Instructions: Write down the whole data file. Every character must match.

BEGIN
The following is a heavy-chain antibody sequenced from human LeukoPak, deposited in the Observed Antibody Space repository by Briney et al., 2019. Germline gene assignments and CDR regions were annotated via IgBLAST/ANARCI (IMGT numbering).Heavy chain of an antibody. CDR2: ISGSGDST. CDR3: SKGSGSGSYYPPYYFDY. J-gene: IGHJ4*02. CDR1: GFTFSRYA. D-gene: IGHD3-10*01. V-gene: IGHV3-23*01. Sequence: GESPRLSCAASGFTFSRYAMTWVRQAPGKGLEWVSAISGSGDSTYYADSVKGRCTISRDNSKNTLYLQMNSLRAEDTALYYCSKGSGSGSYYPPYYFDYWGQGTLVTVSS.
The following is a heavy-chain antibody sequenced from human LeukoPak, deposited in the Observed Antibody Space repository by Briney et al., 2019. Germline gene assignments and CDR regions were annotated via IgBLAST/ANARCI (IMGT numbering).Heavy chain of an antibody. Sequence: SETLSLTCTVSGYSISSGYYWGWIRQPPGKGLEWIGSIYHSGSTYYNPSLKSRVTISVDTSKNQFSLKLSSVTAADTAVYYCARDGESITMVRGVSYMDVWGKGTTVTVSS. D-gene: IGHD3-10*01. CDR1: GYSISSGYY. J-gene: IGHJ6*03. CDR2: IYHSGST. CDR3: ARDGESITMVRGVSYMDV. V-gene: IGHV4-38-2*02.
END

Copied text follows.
The following is a heavy-chain antibody sequenced from human LeukoPak, deposited in the Observed Antibody Space repository by Briney et al., 2019. Germline gene assignments and CDR regions were annotated via IgBLAST/ANARCI (IMGT numbering).Heavy chain of an antibody. CDR2: ISGSGDST. CDR3: SKGSGSGSYYPPYYFDY. J-gene: IGHJ4*02. CDR1: GFTFSRYA. D-gene: IGHD3-10*01. V-gene: IGHV3-23*01. Sequence: GESPRLSCAASGFTFSRYAMTWVRQAPGKGLEWVSAISGSGDSTYYADSVKGRCTISRDNSKNTLYLQMNSLRAEDTALYYCSKGSGSGSYYPPYYFDYWGQGTLVTVSS.
The following is a heavy-chain antibody sequenced from human LeukoPak, deposited in the Observed Antibody Space repository by Briney et al., 2019. Germline gene assignments and CDR regions were annotated via IgBLAST/ANARCI (IMGT numbering).Heavy chain of an antibody. Sequence: SETLSLTCTVSGYSISSGYYWGWIRQPPGKGLEWIGSIYHSGSTYYNPSLKSRVTISVDTSKNQFSLKLSSVTAADTAVYYCARDGESITMVRGVSYMDVWGKGTTVTVSS. D-gene: IGHD3-10*01. CDR1: GYSISSGYY. J-gene: IGHJ6*03. CDR2: IYHSGST. CDR3: ARDGESITMVRGVSYMDV. V-gene: IGHV4-38-2*02.